By Margarita Nahapetyan
The National Survey of Megachurch Attendees, a newly released U.S. survey by Leadership Network and Hartford Seminary's Hartford Institute for Religion Research, has revealed that compared to attendees of a typical Protestant church, individuals who attend megachurches are more likely to be young, single, wealthy and more educated.
Carried out from January to August 2008, the survey results are based on responses from nearly 25,000 worshipers at 12 carefully selected megachurches all across the United States. Additional site visits, interviews, staff surveys and other information that has been gathered for the study purposes, also contributed to the findings. The new report, titled "Not Who You Think They Are: The Real Story of People Who Attend America's Megachurches," is claimed to be the largest national representative study of megachurch attendees conducted by any researchers to date.
Among the most significant survey findings are:
The majority of megachurch attendees - 62 per cent - are under the age of 45 years, while 35 per cent of those in a typical congregation fall into the 18 to 44 years age group.
About 30 per cent of megachurch attendees are single, unmarried individuals. In a typical church, singles account for just 10 per cent of all worshipers. 80 per cent of those in a typical congregation are married or widowed.
Megachurch attendees appear to be both more educated and more well-to-do, compared to worshipers in other churches.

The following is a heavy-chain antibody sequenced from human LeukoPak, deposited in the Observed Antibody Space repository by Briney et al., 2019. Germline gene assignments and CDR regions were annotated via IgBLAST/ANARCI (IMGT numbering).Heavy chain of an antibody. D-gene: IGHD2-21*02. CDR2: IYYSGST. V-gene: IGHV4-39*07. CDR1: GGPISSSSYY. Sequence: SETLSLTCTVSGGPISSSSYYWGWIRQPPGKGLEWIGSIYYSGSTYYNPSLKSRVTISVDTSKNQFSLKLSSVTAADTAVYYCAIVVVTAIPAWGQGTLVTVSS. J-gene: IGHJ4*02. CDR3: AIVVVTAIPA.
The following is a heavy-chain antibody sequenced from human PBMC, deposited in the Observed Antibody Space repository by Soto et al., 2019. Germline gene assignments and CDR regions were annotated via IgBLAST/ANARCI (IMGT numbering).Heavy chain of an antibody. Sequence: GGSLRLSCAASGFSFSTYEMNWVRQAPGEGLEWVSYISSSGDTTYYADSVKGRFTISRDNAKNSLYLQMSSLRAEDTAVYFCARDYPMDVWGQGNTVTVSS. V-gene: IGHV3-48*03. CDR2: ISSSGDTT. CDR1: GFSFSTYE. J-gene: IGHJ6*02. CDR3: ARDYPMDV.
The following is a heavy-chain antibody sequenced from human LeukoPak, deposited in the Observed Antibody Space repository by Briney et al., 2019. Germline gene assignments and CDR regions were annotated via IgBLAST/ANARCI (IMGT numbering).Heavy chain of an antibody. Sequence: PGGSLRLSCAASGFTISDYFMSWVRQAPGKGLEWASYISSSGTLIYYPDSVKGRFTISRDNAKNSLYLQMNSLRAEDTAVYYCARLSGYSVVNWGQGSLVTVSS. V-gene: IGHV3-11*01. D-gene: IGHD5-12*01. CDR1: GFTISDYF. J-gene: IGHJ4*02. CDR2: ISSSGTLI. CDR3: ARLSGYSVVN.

The majority of megachurch attendees are not necessarily new to Christianity, but nearly 25 per cent had not recently attended another church prior to coming to a megachurch.
Newcomers in most cases start attending a megachurch at the invitation of family members, co-workers or close friends. Only 19 per cent said that they saw the church or viewed media about it and came on their own. And 16 per cent said they viewed the church's website before attending.
The real attraction for the majority of megachurch attendees seems to be the church's reputation, worship style and senior pastor.
Long-term attendance is a result of an appreciation for the church's music and arts, social and community outreach, and adult-oriented programs.
45 per cent of megachurch attendees never volunteer at the church.
Forty-five per cent strongly agreed that their spiritual needs were being met and only 14 per cent of the worshipers expressed a level of dissatisfaction with their spiritual growth at the megachurches.
The survey also found that regular attendance, involvement, and financial donations increased over the time. Fewer people reported "much growth" in their faith after 5 years of attendance. However, these individuals were still more likely to experience satisfaction in spiritual growth, compared to those who attended the churches of all sizes.
Scott Thumma, M.Div., Ph.D., professor of sociology of religion at Hartford Seminary and a principal author of the survey report, said that the study demonstrated that megachurch attendees are a distinct group of people - often with younger age than worshipers at churches of other sizes - with complex patterns of involvement. They draft their own special, customized spiritual experiences through the multitude of ministry choices and diverse ways for involvement that megachurches offer.
"Participants interact with the megachurch on their own terms in order to meet their individualized needs, rather than following some prescribed or idealized plan created by the church's leadership," Thumma said.